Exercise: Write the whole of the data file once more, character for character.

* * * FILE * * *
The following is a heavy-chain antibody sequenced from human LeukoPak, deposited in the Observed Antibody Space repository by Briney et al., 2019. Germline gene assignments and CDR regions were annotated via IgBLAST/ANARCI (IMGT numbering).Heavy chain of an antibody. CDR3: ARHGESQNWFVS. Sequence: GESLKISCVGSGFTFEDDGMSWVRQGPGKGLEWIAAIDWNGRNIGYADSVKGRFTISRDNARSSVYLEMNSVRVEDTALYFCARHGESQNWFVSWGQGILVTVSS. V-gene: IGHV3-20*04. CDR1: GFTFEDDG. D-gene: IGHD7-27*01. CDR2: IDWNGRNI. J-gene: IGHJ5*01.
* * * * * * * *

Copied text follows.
The following is a heavy-chain antibody sequenced from human LeukoPak, deposited in the Observed Antibody Space repository by Briney et al., 2019. Germline gene assignments and CDR regions were annotated via IgBLAST/ANARCI (IMGT numbering).Heavy chain of an antibody. CDR3: ARHGESQNWFVS. Sequence: GESLKISCVGSGFTFEDDGMSWVRQGPGKGLEWIAAIDWNGRNIGYADSVKGRFTISRDNARSSVYLEMNSVRVEDTALYFCARHGESQNWFVSWGQGILVTVSS. V-gene: IGHV3-20*04. CDR1: GFTFEDDG. D-gene: IGHD7-27*01. CDR2: IDWNGRNI. J-gene: IGHJ5*01.